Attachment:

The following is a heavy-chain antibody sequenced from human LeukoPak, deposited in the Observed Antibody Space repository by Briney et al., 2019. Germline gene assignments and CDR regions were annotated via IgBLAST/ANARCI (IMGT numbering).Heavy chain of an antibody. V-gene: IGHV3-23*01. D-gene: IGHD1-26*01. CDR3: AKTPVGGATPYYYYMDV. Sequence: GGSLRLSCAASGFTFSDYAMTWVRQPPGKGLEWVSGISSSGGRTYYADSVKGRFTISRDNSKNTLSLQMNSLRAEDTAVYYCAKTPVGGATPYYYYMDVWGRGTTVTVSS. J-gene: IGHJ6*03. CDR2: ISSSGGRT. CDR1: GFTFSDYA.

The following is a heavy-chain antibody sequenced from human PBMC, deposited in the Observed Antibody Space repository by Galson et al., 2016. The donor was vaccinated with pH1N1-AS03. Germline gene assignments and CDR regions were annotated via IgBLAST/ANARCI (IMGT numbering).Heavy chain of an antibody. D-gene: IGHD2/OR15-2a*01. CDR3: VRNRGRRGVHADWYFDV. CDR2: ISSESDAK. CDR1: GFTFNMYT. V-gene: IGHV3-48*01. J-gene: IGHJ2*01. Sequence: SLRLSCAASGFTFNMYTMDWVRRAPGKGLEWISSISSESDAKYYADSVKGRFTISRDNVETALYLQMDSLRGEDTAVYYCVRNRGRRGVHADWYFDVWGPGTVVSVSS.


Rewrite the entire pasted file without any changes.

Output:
The following is a heavy-chain antibody sequenced from human LeukoPak, deposited in the Observed Antibody Space repository by Briney et al., 2019. Germline gene assignments and CDR regions were annotated via IgBLAST/ANARCI (IMGT numbering).Heavy chain of an antibody. V-gene: IGHV3-23*01. D-gene: IGHD1-26*01. CDR3: AKTPVGGATPYYYYMDV. Sequence: GGSLRLSCAASGFTFSDYAMTWVRQPPGKGLEWVSGISSSGGRTYYADSVKGRFTISRDNSKNTLSLQMNSLRAEDTAVYYCAKTPVGGATPYYYYMDVWGRGTTVTVSS. J-gene: IGHJ6*03. CDR2: ISSSGGRT. CDR1: GFTFSDYA.

The following is a heavy-chain antibody sequenced from human PBMC, deposited in the Observed Antibody Space repository by Galson et al., 2016. The donor was vaccinated with pH1N1-AS03. Germline gene assignments and CDR regions were annotated via IgBLAST/ANARCI (IMGT numbering).Heavy chain of an antibody. D-gene: IGHD2/OR15-2a*01. CDR3: VRNRGRRGVHADWYFDV. CDR2: ISSESDAK. CDR1: GFTFNMYT. V-gene: IGHV3-48*01. J-gene: IGHJ2*01. Sequence: SLRLSCAASGFTFNMYTMDWVRRAPGKGLEWISSISSESDAKYYADSVKGRFTISRDNVETALYLQMDSLRGEDTAVYYCVRNRGRRGVHADWYFDVWGPGTVVSVSS.